How To Get There
The track is situated in the Abel Tasman National Park at the northern end of the South Island. Marahau is the closest town to the southern end of the track, in fact Marahau is at the start of the track. At the northern end there are a number of options for access, the campsite at Totaranui Beach is about 30 kilometres along a windy road from Takaka. Whilst the true track end at Takapou Bay is 25 kilometres from Takaka. Marahau and Takaka are sixty kilometres apart on State Highway 60. Marahau is 65 kilometres from the main city in the area, Nelson.
Whilst the track is not a circuit track, there are numerous water taxi services available which will ferry weary trampers back to their start point and their vehicle. These services are mainly based in Marahau and Kaiteriteri, note that some of them will not operate further north than Totaranui Beach. Consequently the most popular route to take is to tramp from Marahau to Totaranui returning via water taxi.
The Abel Tasman Coastal Track has many options as there is a plethora of campsites along it's route, plus the usual DOC huts. For this trip, we decided to camp out choosing smaller campsites in attempt to avoid the crowds. Kayaking the track is an incredibly popular way to complete the route with up to 600 kayakers on the route at any given time! With the numerous water taxi services too, there are a large number of day hikers on the track. So if you are looking for a true New Zealand wilderness experience, you are probably better off avoiding the Abel Tasman Coastal Track.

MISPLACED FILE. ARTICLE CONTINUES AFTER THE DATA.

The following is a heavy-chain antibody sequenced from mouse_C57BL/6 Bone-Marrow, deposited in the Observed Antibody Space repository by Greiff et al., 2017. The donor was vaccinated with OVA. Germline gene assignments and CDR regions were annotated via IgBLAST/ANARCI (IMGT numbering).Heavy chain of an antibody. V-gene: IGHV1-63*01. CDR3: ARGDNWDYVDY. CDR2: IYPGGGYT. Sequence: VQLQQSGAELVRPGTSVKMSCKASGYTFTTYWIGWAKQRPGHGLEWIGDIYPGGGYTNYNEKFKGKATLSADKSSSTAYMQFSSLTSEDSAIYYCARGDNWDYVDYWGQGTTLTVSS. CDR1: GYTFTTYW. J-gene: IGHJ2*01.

We started out at Marahau, with the campsite at Watering Cove
as our objective for the day. From the kiosk at the start of the track, a boardwalk leads across an estuary and from there the coastal track begins. For most of this first day the track stays pretty close to the shore, with the occasional climb offering some great views of the beaches and islands.
Along the way we spotted kereru and fantails, plus an exhausted looking DOC worker who had been maintaining the track. One of the prettiest looking beaches was at Stilwell Bay with a pleasant view across to Adele Island.
Just after Stilwell Bay, the track climbs upwards to the top of the ridge that leads out along the peninsular to Anchorage
. About 3.5 hours from the start of the track the junction down to Watering Cove is reached. A gentle 15 minute descent leads to the sheltered camp site. The beach at Watering Cove looks out to Adele Island and has some fine early morning views back towards Sandy Bay and Marahau.
Watering Cove is a small pleasant campsite, with a picnic table and a couple of taps providing water from underground streams, although if used heavily the water supply dries up pretty quickly. The best sites are close to the beach, with the ones further back, whilst more sheltered have lots of tree roots to dig into your back during the night. A couple of kayakers found probably the best spot for their tent - down on the beach, above the high tide mark obviously!
Day Two - Watering Cove Campsite to Tonga Quarry Campsite